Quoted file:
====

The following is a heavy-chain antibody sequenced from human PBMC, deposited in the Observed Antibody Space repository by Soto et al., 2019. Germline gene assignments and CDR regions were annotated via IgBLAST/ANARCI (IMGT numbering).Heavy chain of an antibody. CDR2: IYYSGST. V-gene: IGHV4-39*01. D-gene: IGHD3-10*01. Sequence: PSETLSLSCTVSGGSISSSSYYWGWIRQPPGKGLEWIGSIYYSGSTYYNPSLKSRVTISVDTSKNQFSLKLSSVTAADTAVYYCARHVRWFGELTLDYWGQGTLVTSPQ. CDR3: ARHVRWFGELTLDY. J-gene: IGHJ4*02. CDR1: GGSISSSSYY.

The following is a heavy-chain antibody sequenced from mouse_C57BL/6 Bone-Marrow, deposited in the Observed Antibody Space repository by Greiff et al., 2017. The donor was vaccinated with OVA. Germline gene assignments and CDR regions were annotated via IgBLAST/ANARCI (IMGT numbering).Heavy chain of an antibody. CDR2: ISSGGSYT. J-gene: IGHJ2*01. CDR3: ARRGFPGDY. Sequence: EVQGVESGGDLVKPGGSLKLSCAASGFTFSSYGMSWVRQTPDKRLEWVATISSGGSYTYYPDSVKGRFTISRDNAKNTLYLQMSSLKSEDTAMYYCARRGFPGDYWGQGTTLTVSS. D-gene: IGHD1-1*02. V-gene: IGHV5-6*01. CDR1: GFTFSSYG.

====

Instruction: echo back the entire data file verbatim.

The following is a heavy-chain antibody sequenced from human PBMC, deposited in the Observed Antibody Space repository by Soto et al., 2019. Germline gene assignments and CDR regions were annotated via IgBLAST/ANARCI (IMGT numbering).Heavy chain of an antibody. CDR2: IYYSGST. V-gene: IGHV4-39*01. D-gene: IGHD3-10*01. Sequence: PSETLSLSCTVSGGSISSSSYYWGWIRQPPGKGLEWIGSIYYSGSTYYNPSLKSRVTISVDTSKNQFSLKLSSVTAADTAVYYCARHVRWFGELTLDYWGQGTLVTSPQ. CDR3: ARHVRWFGELTLDY. J-gene: IGHJ4*02. CDR1: GGSISSSSYY.

The following is a heavy-chain antibody sequenced from mouse_C57BL/6 Bone-Marrow, deposited in the Observed Antibody Space repository by Greiff et al., 2017. The donor was vaccinated with OVA. Germline gene assignments and CDR regions were annotated via IgBLAST/ANARCI (IMGT numbering).Heavy chain of an antibody. CDR2: ISSGGSYT. J-gene: IGHJ2*01. CDR3: ARRGFPGDY. Sequence: EVQGVESGGDLVKPGGSLKLSCAASGFTFSSYGMSWVRQTPDKRLEWVATISSGGSYTYYPDSVKGRFTISRDNAKNTLYLQMSSLKSEDTAMYYCARRGFPGDYWGQGTTLTVSS. D-gene: IGHD1-1*02. V-gene: IGHV5-6*01. CDR1: GFTFSSYG.